The Supreme Court ruled on Monday that Arizona's proof of citizenship requirement in order to vote is unconstitutional because it conflicts with the federal voter requirements.
The federal law, passed by Congress in 1993, asks a simple citizenship question. The Arizona law, made possible by a 2004 ballot initiative, required documented proof of American citizenship (though, according to the Supreme Court decision, the Arizona voter registration form won't change and will still have the proof of citizenship requirement. It just can't stop people from filling out the easier federal form instead).
The National Voter Registration Act made it simple to vote. Arizona's law made it more difficult.
Maybe it is too easy to vote. The irony of Monday's decision lies in how easy it is to vote in Arizona. I haven't had to go the polls in years because my ballot arrives in the mail prior to every election. I fill it out, drop it back in the mail without ever having to find my neighborhood polling location. I love the system. But, as easy as it is, it doesn't improve voter turnout.
In 2011, the City of Phoenix elected Mayor Greg Stanton. He received under 95,000 votes in a city with 1.5 million residents. Only 169,000 total people in Phoenix voted in that off-year election (off-year because it wasn't tied to national elections). Of that total, only 21,000 voted in person.
What I'm wondering is why the debates around voting often center around fraud when only a small portion of people bother to exercise what some regard as their most important right. Sure, non-citizens shouldn't vote, but many Americans don't even bother to vote even though it has never been easier.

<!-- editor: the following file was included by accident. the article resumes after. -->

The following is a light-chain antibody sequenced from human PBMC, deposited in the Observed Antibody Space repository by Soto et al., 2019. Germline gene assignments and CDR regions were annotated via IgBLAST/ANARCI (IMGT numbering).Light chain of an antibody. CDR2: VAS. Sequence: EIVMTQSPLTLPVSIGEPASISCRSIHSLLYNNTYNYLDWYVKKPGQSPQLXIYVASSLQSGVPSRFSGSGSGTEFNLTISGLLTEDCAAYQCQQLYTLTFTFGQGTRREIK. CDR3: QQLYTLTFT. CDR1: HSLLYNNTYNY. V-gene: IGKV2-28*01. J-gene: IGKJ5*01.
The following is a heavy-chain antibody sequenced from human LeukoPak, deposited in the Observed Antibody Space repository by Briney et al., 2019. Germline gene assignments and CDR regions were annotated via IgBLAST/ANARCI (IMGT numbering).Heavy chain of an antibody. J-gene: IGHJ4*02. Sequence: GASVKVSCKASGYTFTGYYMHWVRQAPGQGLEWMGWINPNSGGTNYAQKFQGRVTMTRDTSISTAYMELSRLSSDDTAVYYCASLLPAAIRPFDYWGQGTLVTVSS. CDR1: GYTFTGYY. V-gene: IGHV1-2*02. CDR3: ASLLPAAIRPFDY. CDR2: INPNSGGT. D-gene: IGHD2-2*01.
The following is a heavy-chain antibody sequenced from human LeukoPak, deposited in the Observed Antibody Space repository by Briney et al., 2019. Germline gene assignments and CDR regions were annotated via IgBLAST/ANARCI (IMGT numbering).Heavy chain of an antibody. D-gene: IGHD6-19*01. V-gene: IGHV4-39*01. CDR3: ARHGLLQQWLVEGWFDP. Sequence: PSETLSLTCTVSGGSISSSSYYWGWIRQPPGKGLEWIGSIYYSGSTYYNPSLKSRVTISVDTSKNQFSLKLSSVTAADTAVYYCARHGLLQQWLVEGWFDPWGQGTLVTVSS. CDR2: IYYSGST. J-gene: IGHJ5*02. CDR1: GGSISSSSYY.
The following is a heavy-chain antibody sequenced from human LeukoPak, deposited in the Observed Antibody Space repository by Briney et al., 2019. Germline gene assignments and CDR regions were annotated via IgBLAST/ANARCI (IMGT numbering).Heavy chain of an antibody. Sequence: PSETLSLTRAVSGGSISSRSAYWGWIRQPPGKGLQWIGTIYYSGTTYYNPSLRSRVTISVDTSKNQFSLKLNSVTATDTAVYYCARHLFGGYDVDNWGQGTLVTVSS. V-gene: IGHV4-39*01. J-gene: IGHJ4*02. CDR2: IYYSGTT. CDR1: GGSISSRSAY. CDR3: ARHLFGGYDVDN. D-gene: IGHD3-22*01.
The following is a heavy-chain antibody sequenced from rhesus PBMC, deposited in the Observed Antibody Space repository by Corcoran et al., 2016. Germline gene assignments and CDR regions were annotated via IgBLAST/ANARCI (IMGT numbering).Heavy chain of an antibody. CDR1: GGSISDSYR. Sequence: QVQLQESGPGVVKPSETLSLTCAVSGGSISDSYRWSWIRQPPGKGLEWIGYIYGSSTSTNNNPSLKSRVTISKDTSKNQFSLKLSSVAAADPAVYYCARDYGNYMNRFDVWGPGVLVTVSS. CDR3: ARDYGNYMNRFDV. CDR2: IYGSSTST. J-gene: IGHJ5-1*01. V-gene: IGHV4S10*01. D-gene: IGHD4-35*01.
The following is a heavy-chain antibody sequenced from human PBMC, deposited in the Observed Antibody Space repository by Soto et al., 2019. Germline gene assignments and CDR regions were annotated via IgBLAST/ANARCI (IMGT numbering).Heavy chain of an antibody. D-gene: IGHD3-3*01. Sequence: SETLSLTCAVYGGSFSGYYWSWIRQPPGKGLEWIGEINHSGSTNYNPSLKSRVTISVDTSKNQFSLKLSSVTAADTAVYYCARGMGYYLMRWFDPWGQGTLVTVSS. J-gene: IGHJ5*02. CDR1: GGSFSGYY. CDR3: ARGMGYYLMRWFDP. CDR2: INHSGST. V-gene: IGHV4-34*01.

During presidential elections, about 60 percent of registered Americans vote. In 2012, 57.5 percent of voters did. In 2008, over 62 percent voted. American voter turnout hasn't been higher than 65 percent since 1908, when it was 65.4 percent.
In national non-presidential Congressional elections, the percentages are even worse. They hover, on average, around 40 percent.
Election cycles are constant. Perhaps that is one reason for the low voter turnout. Maybe another reason is because the average voter doesn't think their vote makes a difference.
Polls suggest Congressional approval is at an all-time low. One from earlier this month puts it at 6 percent. Herein lies the fundamental issue with voting: There's a clear way to change who represents voters in Washington. But instead of voting for change many people just seem content to complain. Which, of course, Congressman like because, while people are complaining, they keep on winning re-election.
The Supreme Court's decision causes debate about who votes, even though not many Americans can be bothered. Voting debates instead should focus on why Americans don't vote in larger numbers and how to engage more people into caring about what goes on in this country.